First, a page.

The Inn is just an easy 20 minute drive to Chatham.  Spend your day in this great little town and then head back to the Inn for a restful respite from the hustle and bustle.

Sea Meadow Inn, Salt, and Sears

Because of the importance of salt to the early colonists, repeated efforts were
made to manufacture salt.

My beautiful picture

 Photo Courtesy of Orleans Historical Society

Ammiel Weeks of Harwich is credited with being the first to test the
practicality of making salt by solar evaporation, about 1775. Weeks used a vat six
feet long by two feet wide, divided into two or three compartments. But the first
successful commercial works by solar evaporation on the Cape, and the man to
whom its subsequent success has been largely credited, was John Sears (1744-1817)
of Dennis, in 1776. Sears had been a fisherman before the war, and to secure
financial support, he engaged as partners his cousin Edward Sears, and Christopher
and William Crowell, who had observed the process in Labrador. The works were to be located on Sesuit Neck in East Dennis.

Amos Otis described the original works as being
one hundred feet long, and ten feet wide, and all on the
same level. The flooring was of white pine plank, laid on
oak sleepers, the latter running crosswise. The gunnels were
of plank, eight inches deep, and secured by upright pieces,
mortised into the ends of the sleepers, and by knees passing
under the flooring and on the outsides of the gunnels. The
corners of the vat were also secured by knees; the roof was
curiously fashioned ; rafters, grooved on either side, were
permanently fixed to the gunnels, at the distance of five or
six feet from each other; the doors were made of a
corresponding width, and consisted of several boards of the
same length, with the rafters clamped together. These slid
obliquely upwards and downwards in the grooves of the
rafters, and were prevented from swagging in the center by
board rafters placed between the principal ones. It was soon
found necessary to have a separate vat to crystalize the
salt, and a partition was placed across, and the kine boiled
over. . . . A little before the close of the war [1780-1), Mr.
Sears procured one of the pumps of the British ship-of-war
Somerset, wrecked on the coast of Cape Cod, and erected it
for the supply of his manufactory, and to avoid the labor of
badmg water. (Otis 1832: 90)
Sears’s first attempt in 1776 produced only eight bushels of salt, and the works were
promptly labeled “Sears’s Folly.” The second year Sears caulked the seams and
obtained thirty bushels. In 1785, at the suggestion of Major Nathaniel Freeman of
Harwich, who had seen a similar pump, Sears attached a small windmill with canvas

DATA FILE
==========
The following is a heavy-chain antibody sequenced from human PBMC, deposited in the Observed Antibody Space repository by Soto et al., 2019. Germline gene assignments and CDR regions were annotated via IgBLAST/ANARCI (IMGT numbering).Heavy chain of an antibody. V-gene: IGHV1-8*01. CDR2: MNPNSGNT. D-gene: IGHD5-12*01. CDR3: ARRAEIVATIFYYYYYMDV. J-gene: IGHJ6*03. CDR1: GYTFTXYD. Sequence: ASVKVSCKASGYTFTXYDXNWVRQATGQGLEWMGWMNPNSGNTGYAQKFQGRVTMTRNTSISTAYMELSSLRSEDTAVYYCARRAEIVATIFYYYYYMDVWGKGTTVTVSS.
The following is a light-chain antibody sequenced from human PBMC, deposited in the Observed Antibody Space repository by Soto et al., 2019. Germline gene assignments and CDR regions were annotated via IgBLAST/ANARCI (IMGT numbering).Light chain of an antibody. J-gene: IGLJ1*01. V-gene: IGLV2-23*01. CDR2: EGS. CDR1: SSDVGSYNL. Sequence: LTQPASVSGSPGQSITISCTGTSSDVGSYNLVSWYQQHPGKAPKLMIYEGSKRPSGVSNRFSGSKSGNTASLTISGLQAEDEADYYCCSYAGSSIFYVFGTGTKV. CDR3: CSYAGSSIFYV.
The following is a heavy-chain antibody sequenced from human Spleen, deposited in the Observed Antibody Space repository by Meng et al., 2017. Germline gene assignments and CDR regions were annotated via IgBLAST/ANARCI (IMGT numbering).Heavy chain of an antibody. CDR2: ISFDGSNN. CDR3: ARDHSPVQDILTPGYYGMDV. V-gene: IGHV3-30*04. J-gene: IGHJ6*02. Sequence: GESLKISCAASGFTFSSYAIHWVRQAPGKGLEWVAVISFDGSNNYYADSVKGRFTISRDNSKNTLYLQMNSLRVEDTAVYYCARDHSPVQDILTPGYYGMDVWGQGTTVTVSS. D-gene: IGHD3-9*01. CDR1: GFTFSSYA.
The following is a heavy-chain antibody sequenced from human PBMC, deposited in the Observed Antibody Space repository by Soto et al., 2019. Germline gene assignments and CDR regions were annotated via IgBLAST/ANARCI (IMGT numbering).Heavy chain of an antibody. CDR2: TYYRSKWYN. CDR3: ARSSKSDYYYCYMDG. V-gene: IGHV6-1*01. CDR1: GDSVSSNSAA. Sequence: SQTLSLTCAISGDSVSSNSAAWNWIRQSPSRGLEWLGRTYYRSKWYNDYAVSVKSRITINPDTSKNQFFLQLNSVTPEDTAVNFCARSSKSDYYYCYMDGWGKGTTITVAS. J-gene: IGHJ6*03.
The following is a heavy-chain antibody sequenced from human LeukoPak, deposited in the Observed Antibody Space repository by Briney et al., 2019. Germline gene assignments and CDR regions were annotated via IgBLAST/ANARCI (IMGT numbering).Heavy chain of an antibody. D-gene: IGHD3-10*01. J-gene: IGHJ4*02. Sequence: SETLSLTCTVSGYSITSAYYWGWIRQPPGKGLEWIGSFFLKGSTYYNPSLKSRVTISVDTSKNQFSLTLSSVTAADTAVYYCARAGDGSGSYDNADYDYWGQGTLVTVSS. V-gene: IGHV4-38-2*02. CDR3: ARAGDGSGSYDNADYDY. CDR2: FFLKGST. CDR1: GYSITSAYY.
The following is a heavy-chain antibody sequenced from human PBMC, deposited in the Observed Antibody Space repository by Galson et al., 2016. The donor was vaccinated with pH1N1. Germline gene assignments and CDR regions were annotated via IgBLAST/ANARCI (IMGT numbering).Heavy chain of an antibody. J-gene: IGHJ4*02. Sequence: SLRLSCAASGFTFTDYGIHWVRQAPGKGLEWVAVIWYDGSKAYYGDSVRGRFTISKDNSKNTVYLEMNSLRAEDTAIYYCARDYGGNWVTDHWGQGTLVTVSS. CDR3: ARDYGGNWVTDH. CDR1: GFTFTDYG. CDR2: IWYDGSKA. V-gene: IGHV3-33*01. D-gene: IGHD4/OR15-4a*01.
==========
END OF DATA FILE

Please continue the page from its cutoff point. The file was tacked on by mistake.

sails to his pump. These small windmills became the most distinctive feature of the
Cape Cod saltworks As every 2,000 feet of work required a miU and pump, this
meant that by 1831 over 700 such mills were needed (Thatcher 1804: 114-115). 

And what is the connection with the Sea Meadow Inn?  You’ll have to look back in our blog to see the answer….

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Cape Cod’s Nauset Archaeological District

The Nauset Archaeological District (or “Coast Guard Beach Site,19BN374” or “North Salt Pond Site,19BN390”) is a National Historic Landmark District in Eastham, Massachusetts. Located within the southern portion of the Cape Cod National Seashore, this area was the location of substantial ancient settlements since at least 4,000 BC.

ChamplainThe first written account of this area was by Samuel de Champlain in 1605, in which he described sailing into a baysurrounded by the wigwams of the Nauset tribe. The account detailed the settlement’s crops (e.g. corn, beans, squash, tobacco), housing (round wigwams covered with thatched reeds), and clothing (woven from grasses, hemp, and animal skins). De Champlain’s map also depicts one of their fishing methods, using a conical weir constructed of saplings and grass rope, designed to capture fish swimming from the marsh into a pond. To farm the land, they used stone hoes and fire-hardened wood tools. About 150 people were living at the site around Nauset Harbor, and about 500-600 were living around Stage Harbor to the south in the area of present day Chatham. Archaeological studies have since shown that these settlements were occupied year-round.
After 1620, English colonists from the settlement at Plymouth visited Nauset many times to buy food and trade. In addition to goods for trade, however, the Europeans also unwittingly introduced diseases, for which the Nauset people had no immunity. Many of them died as a result, and their population declined drastically. In 1639 about half of the English from Plymouth relocated to the Nauset area, settling the town that is now Eastham.

Clicking on the links above will provide more information about the Cape Cod National Seashore and the Nauset tribe.

Many thanks to for this information.